Tomorrow is the first day that anything happens at the Combine, today is just the official opening, players in the ST/PK/OL/RB groups arrive in Indianapolis. Not many of the first two groups are going to be of much interest to Lions fans, but tomorrow we get to see what the hogs measure up at. Why that matters is that a few key measurables like height, and arm length will go a long way toward letting us know whether certain players have a future in the NFL as tackles or if they are going to have to kick inside.
If a player doesn’t have the feet to play tackle, but he’s 6’10” he probably doesn’t have much of a future in the NFL. He may get drafted by a team that hopes he can get by at right tackle, but a tall player with slow feet is not going to make it; he should have gone on a diet and played basketball. Tall guards block passing lanes for their quarterbacks with their heads, which affects shorter QBs like Matthew Stafford more than some of their taller brethren. He’s not Russell Wilson, but he is also not Brock Osweiler. Taller offensive linemen also have more difficulty maintaining leverage on the interior of the line, which limits their run blocking significantly. The height of a player is also a big issue because it sets the ideal length of the second measurable category that actually matters for linemen.
Longer arms are better, particularly for players who are sitting on the edge of the guard/tackle continuum. Long armed players are more effectively able to steer speed rushers to greater depth, and keep defenders from grabbing their jerseys during pass rush moves. Short armed players move inside, where the close quarters of interior line play make their physical deficiency less relevant. This is a non-starter for many teams. If Ryan Ramczyk were to come in and have 31″ arms he would drop from the top offensive tackle in the class to a possible third round guard in an instant.
Running Back Hand Size
The conventional wisdom says that a running back with small hands will fumble more. As a result the tiny handed players usually find themselves on the outside looking in on draft day. Height and weight may determine which teams are looking at specific players, but game tape and the drills are far more indicative of a running back’s DNA that today’s measurements. With that said the NFL likes it’s backs between 5’10 and 6’2″ and over 200 lbs but below 240 lbs for the most part. Outliers from those numbers are typically specialist backs and drafted late, or not at all.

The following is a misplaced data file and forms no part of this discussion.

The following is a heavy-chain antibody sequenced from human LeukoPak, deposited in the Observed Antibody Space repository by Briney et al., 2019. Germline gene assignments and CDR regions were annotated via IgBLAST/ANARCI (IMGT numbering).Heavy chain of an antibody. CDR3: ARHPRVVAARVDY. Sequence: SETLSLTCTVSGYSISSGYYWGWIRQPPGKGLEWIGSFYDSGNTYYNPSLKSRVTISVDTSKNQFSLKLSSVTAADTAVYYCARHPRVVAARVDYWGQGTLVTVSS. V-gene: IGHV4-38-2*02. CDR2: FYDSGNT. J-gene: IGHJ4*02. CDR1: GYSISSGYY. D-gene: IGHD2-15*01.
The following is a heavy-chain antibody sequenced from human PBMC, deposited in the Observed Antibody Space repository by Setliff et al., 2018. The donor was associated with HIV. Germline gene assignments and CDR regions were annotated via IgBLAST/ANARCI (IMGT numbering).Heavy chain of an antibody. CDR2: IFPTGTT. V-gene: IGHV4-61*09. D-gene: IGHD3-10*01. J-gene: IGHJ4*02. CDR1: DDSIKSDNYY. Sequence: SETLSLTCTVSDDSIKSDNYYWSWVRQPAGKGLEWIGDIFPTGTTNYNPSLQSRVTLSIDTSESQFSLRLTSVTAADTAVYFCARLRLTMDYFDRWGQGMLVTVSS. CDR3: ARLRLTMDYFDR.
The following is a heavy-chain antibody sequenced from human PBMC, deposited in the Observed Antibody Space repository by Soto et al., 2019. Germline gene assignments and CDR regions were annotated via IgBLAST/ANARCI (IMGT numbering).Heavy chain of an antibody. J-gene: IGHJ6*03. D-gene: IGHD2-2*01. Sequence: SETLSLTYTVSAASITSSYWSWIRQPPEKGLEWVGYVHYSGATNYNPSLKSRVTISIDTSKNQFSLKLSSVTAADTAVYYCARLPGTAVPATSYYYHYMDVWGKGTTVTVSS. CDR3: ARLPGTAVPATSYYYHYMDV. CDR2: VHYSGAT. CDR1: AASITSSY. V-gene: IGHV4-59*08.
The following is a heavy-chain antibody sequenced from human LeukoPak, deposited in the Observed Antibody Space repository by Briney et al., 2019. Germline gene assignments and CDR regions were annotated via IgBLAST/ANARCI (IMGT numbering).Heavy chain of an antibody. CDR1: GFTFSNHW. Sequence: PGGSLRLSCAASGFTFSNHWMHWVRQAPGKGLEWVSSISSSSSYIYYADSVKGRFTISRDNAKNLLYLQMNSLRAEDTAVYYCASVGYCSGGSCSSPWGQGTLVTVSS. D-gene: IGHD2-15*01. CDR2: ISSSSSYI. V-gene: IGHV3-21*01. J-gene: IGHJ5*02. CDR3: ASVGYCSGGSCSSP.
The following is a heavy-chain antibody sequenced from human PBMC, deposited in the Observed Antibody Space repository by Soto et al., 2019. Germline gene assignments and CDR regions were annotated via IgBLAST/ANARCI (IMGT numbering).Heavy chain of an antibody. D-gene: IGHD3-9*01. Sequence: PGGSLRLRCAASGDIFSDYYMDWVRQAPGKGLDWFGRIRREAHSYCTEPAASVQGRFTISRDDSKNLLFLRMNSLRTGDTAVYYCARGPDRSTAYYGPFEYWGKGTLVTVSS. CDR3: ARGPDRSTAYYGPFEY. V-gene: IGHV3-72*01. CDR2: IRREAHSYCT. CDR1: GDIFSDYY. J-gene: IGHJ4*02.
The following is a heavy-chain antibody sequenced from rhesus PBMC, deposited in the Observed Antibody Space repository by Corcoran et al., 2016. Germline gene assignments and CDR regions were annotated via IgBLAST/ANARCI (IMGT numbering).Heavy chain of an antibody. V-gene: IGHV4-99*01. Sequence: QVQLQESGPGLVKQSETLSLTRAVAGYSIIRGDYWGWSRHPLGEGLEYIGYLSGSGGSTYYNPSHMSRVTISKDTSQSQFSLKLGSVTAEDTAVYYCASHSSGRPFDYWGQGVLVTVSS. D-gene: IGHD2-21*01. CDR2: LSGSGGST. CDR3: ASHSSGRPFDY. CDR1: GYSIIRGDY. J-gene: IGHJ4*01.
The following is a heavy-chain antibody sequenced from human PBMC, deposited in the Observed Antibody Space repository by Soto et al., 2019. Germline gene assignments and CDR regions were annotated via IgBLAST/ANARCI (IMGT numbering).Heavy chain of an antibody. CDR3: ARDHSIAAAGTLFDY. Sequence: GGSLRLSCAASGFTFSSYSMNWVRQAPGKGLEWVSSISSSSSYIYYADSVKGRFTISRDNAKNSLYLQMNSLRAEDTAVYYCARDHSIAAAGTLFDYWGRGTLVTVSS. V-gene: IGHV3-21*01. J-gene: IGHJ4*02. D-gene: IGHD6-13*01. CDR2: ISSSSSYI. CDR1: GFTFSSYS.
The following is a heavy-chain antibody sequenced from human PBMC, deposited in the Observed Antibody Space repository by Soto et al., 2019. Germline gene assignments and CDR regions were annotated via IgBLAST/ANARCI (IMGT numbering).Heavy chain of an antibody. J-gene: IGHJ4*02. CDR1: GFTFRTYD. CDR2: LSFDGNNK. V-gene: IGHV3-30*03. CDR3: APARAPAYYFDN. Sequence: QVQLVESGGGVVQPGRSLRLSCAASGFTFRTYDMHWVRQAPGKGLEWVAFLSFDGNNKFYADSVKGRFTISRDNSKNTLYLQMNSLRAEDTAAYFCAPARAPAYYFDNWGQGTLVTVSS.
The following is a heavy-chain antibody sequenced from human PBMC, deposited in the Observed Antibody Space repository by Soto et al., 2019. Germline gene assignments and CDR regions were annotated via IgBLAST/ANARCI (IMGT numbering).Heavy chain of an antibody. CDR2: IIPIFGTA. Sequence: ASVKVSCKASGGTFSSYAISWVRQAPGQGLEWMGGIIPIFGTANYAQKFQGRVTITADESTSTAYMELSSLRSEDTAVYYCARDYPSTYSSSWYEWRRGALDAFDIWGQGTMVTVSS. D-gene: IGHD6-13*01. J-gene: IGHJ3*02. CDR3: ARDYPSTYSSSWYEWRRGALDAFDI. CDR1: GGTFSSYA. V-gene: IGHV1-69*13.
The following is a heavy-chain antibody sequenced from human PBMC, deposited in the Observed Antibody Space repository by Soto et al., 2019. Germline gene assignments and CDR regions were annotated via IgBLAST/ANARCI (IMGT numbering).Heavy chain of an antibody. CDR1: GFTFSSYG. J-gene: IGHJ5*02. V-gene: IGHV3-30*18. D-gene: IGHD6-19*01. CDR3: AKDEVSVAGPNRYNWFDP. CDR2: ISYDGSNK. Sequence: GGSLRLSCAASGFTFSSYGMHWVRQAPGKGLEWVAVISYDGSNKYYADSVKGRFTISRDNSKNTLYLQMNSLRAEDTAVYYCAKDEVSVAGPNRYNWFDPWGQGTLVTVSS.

The Least Interesting Day of the Combine
The only other information that can come out of the first day of the combine is medical information. So be on the lookout for players pulling out on day one. It usually means that the NFL’s army of medical staff found something seriously wrong with a player. Diagnosis from diabetes to cancer have come from the medical checks. Usually the league just wants fresh diagnostic imaging on known joint injuries, but every few years something more interesting and unfortunate comes up.
A Few Names To Watch
A lot of the senior class already did most of this at the Senior Bowl, and will just be going through the motions. Those who came out early though are going to be interesting. College teams just do not provide accurate measurements for their players, often being two or three inches off on their height and 20-30 lbs off on their weight. Particularly for the linemen, it is not uncommon for a player to be vastly different than advertised. The players whose measurements I think are most interesting to Lions fans are as follows:
Damien Mama, OG USC. He was 400lbs at one point before he got to USC. His feet get better as he loses weight, could be a late round depth option. He is listed at 6’3″ 327lbs.
Garrett Bolles OT Utah. He’s a guy with a checkered past who has really turned his life around. but does he check the boxes to play tackle? Bolles is a little light in the pants to move inside if his arms don’t measure up. He’s listed at 6’5″ so short arms would be a shock.